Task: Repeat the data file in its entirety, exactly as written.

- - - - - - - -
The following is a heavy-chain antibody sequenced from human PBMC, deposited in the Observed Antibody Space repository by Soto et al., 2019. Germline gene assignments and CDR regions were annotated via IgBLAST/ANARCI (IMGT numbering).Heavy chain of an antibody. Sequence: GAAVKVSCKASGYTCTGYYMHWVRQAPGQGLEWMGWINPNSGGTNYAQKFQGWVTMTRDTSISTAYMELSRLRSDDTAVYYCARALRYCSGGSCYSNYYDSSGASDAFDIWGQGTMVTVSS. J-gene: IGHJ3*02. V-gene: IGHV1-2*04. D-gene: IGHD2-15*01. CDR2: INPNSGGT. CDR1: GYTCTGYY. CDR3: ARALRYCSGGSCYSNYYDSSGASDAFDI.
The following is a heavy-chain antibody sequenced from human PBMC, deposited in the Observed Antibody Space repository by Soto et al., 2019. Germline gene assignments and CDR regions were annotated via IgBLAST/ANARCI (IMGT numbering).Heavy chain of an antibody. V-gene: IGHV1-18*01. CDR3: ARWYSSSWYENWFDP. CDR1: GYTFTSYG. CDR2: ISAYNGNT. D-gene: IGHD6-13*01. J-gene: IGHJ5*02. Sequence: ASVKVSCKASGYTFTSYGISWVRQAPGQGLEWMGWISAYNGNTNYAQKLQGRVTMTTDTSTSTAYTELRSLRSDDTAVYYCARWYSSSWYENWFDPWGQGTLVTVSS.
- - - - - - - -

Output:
The following is a heavy-chain antibody sequenced from human PBMC, deposited in the Observed Antibody Space repository by Soto et al., 2019. Germline gene assignments and CDR regions were annotated via IgBLAST/ANARCI (IMGT numbering).Heavy chain of an antibody. Sequence: GAAVKVSCKASGYTCTGYYMHWVRQAPGQGLEWMGWINPNSGGTNYAQKFQGWVTMTRDTSISTAYMELSRLRSDDTAVYYCARALRYCSGGSCYSNYYDSSGASDAFDIWGQGTMVTVSS. J-gene: IGHJ3*02. V-gene: IGHV1-2*04. D-gene: IGHD2-15*01. CDR2: INPNSGGT. CDR1: GYTCTGYY. CDR3: ARALRYCSGGSCYSNYYDSSGASDAFDI.
The following is a heavy-chain antibody sequenced from human PBMC, deposited in the Observed Antibody Space repository by Soto et al., 2019. Germline gene assignments and CDR regions were annotated via IgBLAST/ANARCI (IMGT numbering).Heavy chain of an antibody. V-gene: IGHV1-18*01. CDR3: ARWYSSSWYENWFDP. CDR1: GYTFTSYG. CDR2: ISAYNGNT. D-gene: IGHD6-13*01. J-gene: IGHJ5*02. Sequence: ASVKVSCKASGYTFTSYGISWVRQAPGQGLEWMGWISAYNGNTNYAQKLQGRVTMTTDTSTSTAYTELRSLRSDDTAVYYCARWYSSSWYENWFDPWGQGTLVTVSS.